Co-Education: The Natural Choice

Pupils from co-educational schoolThe time worn line is that boys and girls ‘do better’ at single sex schools.

Do they? Really?

Often, those who cite the line as fact will hold up the crème de la crème of single sex schools as proof of the statement’s fundamental truth; but it is not the singularity of the gender that leads to such schools’ high performance – it is rather the exclusivity of their academic selection.

To those considering single–sex education as guaranteeing academic success for their child: be wary; the truth is that boys and girls of equal academic ability to those in such highly selective, single-sex educational establishments fare just as well within the co-educational environment.

Parents cannot access the individual ‘intelligence data’ of each and every pupil within each and every school (thank heavens!), and thus cannot compare ‘like for like’ to either give credence to the statement above, or otherwise; instead prospective parents are reliant upon the messages that are blasted out by the two camps as to the merits and demerits of single-sex or co-educational establishments. It’s hard to know where the truth lies.

If you are looking for objective proof, you will be disappointed: numerous reports have been published, particularly in recent times, which can both prove and disprove every theory regarding which is the best system of education.

So, here is my take on it:

Educating boys and girls together is education in its fullest, richest and broadest sense: it is balanced, stimulating, challenging and exciting. It places young people together in an environment of learning and enables them to each discover how best to work things out for themselves and to work together. Academic results matter in a young person’s educational journey, but so does personal growth, individual challenge, group dynamics and an appreciation of difference. The idea that girls or boys on their own get the same depth and diversity that is offered when they work alongside one another is simply not true. Young people need to understand diversity and work with it; they need to listen to what one another has to say about literature, history, chemistry and the latest sporting event or celebrity scandal. Learning from the outset that our interpretation of what we see, hear and feel is based upon a range of contexts including gender is a hugely enriching experience – and indeed a vital one. Gender is one way of dividing up young people; but to lay claim that it is the best and the right way to divide them up for educational development is short sighted.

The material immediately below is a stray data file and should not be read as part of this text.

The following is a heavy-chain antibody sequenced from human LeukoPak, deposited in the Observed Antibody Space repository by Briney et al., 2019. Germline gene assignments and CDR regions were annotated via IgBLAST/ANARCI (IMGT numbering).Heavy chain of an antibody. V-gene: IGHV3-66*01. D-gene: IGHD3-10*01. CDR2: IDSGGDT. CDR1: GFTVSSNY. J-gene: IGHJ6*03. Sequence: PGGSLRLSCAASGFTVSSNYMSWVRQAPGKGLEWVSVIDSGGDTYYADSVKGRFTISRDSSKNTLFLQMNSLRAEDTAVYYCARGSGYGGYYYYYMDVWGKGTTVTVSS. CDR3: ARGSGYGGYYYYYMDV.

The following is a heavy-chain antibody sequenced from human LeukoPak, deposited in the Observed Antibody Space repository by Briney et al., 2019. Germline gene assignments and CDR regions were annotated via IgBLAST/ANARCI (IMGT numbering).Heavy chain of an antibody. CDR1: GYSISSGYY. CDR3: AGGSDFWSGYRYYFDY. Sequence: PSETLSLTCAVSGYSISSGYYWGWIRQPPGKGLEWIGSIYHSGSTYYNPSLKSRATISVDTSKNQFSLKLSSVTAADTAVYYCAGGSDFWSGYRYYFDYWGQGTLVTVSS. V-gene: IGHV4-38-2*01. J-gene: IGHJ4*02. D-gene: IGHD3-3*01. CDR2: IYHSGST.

Co-education poses its own challenges; to claim anything else would be naive – but such is the way of the world. In education, we are here to do precisely that: educate. We work with young people and guide them as best we can as they reach a reasonable understanding of the world; sometimes the journey is easy, at other times it throws up some tricky parts. Sometimes these involve the boys, sometimes it is the girls; sometimes it is both. By learning to live and work together, a co-educational school life enables a young person to prepare themselves for much that lies ahead of them.

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